Nicole Coste’s designs reflect influences ranging from Togo to Paris and Knightsbridge. She tells Alba Arikha of her unique experience.
‘You don’t become an artist by accident,’ says the designer Nicole Coste. ‘Art speaks to me and always has.’ A striking-looking woman with confident poise, Coste bided her time before putting her artistic vision into practice. A little more than two years ago she opened her shop, selling high-end ready-to-wear on Beauchamp Place, a small Knightsbridge enclave whose illustrious pavement has been walked, for the last 200 years, by celebrities, jet-setters and royalty.
It wasn’t a straightforward decision, but then again nothing in her life has been straightforward. Coste was born in Lomé, Togo, the youngest of five children. Located on the Gulf of Guinea coast, this West African sliver of a country is sandwiched between Ghana and Benin. A French colony until 1960 (French is still the official language), it was once dubbed the ‘pearl of west Africa’, an image that has been tarnished since the uprisings in the 1990s and a military coup in 2005.
She had a comfortable, conventionally Catholic upbringing. Her family was part of the upper strata of Togolese society: her father was a businessman, her mother a banker. But there was a creative gene in the family. Often, after work, her mother, a skilled knitter, would pick up her needles, while her grandmother made jewellery. It rubbed off on her. By the age of twelve, Coste had started making her own clothes, designing and sewing them in competition with her elder sister. ‘It was always about who had made the nicest dress,’ she laughs.
But although she was often asked where her frocks came from, it wasn’t something she thought she would ever pursue: ‘I was chuffed by the attention, but that was about it. In Africa, anything creative or artistic is frowned upon, especially in wealthier families.’ Nevertheless, the seeds had been planted: ‘Inspiration was embedded in me.’
At fifteen, Coste left Togo for France. After passing her baccalaureate she enrolled in architecture school, but chose to quit after two years. ‘The atmosphere was too masculine,’ she confesses. She met the father of her two eldest children and, although she didn’t work for several years, found herself increasingly thinking about her younger forays into fashion and how to develop them further. ‘Memory imprints itself. It keeps us from deleting the important things.’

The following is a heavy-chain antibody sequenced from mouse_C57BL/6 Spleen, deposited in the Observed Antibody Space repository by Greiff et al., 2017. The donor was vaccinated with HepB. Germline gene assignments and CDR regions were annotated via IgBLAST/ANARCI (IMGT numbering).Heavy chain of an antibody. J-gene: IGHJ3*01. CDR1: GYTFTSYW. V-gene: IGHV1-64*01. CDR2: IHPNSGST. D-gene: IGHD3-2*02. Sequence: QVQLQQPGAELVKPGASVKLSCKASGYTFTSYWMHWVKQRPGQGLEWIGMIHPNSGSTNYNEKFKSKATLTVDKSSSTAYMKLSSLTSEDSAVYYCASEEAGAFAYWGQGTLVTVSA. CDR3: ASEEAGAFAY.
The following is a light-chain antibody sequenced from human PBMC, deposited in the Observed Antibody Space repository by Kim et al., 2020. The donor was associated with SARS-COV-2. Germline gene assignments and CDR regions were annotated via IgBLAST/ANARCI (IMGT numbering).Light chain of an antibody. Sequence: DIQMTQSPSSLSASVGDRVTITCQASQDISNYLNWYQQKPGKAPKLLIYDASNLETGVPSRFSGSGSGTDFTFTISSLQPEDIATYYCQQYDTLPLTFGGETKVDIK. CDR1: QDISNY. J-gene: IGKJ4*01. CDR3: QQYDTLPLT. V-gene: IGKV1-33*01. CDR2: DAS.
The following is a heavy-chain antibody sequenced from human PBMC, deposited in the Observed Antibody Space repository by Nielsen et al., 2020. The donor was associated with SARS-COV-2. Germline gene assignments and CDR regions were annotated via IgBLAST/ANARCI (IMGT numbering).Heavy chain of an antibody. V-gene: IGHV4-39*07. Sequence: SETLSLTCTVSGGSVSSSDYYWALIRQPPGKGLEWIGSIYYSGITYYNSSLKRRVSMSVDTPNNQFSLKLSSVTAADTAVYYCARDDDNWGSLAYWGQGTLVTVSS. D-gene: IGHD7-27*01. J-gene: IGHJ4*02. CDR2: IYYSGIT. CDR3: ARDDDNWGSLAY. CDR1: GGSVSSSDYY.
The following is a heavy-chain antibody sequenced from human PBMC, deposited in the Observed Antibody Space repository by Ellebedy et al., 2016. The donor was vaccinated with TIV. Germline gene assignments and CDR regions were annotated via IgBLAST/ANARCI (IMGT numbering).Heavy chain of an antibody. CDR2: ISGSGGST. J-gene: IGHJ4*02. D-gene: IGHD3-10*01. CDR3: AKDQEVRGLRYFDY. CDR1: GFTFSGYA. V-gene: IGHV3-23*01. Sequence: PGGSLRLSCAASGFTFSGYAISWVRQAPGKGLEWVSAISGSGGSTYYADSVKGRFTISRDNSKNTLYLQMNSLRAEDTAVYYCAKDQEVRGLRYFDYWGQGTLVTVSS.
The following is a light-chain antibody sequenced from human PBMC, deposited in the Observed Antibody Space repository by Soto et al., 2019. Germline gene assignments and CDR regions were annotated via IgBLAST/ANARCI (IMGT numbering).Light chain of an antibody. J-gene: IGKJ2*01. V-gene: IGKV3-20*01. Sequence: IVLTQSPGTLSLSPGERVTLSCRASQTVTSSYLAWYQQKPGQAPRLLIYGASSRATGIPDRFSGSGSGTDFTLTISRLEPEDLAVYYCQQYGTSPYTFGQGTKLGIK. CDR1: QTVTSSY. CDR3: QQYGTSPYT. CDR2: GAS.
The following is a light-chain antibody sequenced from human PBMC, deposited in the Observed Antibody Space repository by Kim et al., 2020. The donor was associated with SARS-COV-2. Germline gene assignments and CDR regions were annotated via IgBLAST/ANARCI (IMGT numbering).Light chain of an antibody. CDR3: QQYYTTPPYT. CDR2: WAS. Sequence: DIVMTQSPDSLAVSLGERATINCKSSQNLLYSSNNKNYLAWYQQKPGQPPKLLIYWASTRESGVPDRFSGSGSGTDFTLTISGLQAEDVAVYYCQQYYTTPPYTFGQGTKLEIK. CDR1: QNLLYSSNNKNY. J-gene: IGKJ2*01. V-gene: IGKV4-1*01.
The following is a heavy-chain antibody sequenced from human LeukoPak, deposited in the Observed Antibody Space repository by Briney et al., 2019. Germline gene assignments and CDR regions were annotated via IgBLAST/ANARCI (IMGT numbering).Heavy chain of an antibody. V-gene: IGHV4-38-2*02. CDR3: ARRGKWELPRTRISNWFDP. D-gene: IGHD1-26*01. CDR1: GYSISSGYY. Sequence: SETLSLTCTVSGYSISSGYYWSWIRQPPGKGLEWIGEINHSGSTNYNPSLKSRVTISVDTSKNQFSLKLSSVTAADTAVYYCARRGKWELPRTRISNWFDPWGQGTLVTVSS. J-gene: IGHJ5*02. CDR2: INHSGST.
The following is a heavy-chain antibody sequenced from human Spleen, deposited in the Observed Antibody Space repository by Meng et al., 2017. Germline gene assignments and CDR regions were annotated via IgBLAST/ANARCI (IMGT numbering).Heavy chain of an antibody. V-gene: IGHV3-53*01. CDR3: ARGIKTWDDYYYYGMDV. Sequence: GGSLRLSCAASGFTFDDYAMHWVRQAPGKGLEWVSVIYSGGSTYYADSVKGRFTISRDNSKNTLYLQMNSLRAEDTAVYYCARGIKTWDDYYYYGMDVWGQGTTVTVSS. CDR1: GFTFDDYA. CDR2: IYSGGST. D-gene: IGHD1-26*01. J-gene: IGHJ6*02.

But it would take another few years, and a few stumbling blocks, before those imprints came to life. She eventually took a job as a stewardess with Air France. During a Paris-Nice flight she met Prince Albert of Monaco. A six-year relationship ensued, which produced a son, a media frenzy — and the end of their union. The spotlight now shone brightly on Coste and showed no signs of waning, especially in view of Prince Albert’s impending nuptials. Coste, who declines to discuss the matter, spent the following years flitting between Paris, Geneva, and the South of France before she finally settled in London and decided, three years ago, to take the plunge. ‘I created a few garments to test people out, but also to be sure I still had the skills,’ she says. ‘And they loved it.’
But the leap from having a small coterie of followers to actually creating a brand required intense dedication and hard work. ‘I wanted it to happen and I made sure it did,’ Coste declares.
Having taken the decision to enter the business of fashion, in 2013 Coste was privately guided by a select few established industry professionals, including a renowned haute couture designer and a manager who had previously worked with Cartier and Louis Vuitton. She credits their guidance as key in her learning trade and the various considerations when building a new collection. ‘They helped me understand the milieu better; they could see that I really wanted to learn. Not the artistic but the practical side of things. They also explained that I needed to make a profit.’ She laughs. ‘But I didn’t listen.’